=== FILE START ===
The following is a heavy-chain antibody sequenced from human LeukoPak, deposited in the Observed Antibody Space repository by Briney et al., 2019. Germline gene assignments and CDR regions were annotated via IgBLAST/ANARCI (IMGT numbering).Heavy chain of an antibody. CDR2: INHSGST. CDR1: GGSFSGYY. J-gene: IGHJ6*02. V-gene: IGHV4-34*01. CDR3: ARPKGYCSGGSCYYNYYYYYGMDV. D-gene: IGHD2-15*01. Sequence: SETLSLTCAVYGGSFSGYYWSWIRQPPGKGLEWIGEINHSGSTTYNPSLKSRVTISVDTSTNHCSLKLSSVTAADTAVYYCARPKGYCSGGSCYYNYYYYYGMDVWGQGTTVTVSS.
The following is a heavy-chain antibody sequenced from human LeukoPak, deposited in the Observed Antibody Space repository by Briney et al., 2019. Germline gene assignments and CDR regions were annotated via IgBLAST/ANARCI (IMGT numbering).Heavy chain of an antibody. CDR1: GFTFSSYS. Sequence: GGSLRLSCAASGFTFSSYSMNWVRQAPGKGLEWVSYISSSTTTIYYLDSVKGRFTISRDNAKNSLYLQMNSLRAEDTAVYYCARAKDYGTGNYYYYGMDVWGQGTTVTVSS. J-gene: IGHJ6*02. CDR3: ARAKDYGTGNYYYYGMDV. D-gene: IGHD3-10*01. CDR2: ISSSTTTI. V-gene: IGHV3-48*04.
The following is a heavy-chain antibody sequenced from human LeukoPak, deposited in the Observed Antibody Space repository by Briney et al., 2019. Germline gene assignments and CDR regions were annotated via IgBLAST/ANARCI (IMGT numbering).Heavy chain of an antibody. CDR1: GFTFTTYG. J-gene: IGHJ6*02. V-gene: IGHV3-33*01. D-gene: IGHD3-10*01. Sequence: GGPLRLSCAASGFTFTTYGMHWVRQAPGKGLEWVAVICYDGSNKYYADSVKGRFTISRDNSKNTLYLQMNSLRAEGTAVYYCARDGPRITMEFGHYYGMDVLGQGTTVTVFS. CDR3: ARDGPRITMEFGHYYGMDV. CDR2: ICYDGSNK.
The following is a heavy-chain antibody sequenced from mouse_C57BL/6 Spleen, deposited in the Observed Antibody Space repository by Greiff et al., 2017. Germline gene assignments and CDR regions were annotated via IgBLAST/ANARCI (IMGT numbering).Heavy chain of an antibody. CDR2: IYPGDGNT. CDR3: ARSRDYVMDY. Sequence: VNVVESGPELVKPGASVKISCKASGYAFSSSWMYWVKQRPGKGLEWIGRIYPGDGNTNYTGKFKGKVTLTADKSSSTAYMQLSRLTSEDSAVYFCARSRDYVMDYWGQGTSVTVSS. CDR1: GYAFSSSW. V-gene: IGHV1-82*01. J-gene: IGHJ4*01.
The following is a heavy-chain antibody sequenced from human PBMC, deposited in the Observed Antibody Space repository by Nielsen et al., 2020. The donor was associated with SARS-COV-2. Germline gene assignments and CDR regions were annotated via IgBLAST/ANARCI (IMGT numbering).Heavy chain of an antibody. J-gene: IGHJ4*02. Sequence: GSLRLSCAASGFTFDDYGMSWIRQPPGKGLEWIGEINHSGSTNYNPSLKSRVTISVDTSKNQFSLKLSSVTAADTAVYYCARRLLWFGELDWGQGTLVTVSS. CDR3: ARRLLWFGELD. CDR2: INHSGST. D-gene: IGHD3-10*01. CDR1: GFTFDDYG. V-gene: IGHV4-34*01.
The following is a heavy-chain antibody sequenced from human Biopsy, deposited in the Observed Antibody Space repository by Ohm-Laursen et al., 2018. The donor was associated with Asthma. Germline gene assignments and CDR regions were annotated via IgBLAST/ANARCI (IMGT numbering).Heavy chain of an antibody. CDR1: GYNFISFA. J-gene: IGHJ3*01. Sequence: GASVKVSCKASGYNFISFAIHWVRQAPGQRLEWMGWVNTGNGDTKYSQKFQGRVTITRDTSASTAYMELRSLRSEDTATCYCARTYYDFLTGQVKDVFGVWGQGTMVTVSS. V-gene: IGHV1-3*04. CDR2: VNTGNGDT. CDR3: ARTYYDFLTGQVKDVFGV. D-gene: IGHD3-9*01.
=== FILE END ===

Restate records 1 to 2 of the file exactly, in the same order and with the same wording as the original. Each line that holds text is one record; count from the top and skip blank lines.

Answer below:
The following is a heavy-chain antibody sequenced from human LeukoPak, deposited in the Observed Antibody Space repository by Briney et al., 2019. Germline gene assignments and CDR regions were annotated via IgBLAST/ANARCI (IMGT numbering).Heavy chain of an antibody. CDR2: INHSGST. CDR1: GGSFSGYY. J-gene: IGHJ6*02. V-gene: IGHV4-34*01. CDR3: ARPKGYCSGGSCYYNYYYYYGMDV. D-gene: IGHD2-15*01. Sequence: SETLSLTCAVYGGSFSGYYWSWIRQPPGKGLEWIGEINHSGSTTYNPSLKSRVTISVDTSTNHCSLKLSSVTAADTAVYYCARPKGYCSGGSCYYNYYYYYGMDVWGQGTTVTVSS.
The following is a heavy-chain antibody sequenced from human LeukoPak, deposited in the Observed Antibody Space repository by Briney et al., 2019. Germline gene assignments and CDR regions were annotated via IgBLAST/ANARCI (IMGT numbering).Heavy chain of an antibody. CDR1: GFTFSSYS. Sequence: GGSLRLSCAASGFTFSSYSMNWVRQAPGKGLEWVSYISSSTTTIYYLDSVKGRFTISRDNAKNSLYLQMNSLRAEDTAVYYCARAKDYGTGNYYYYGMDVWGQGTTVTVSS. J-gene: IGHJ6*02. CDR3: ARAKDYGTGNYYYYGMDV. D-gene: IGHD3-10*01. CDR2: ISSSTTTI. V-gene: IGHV3-48*04.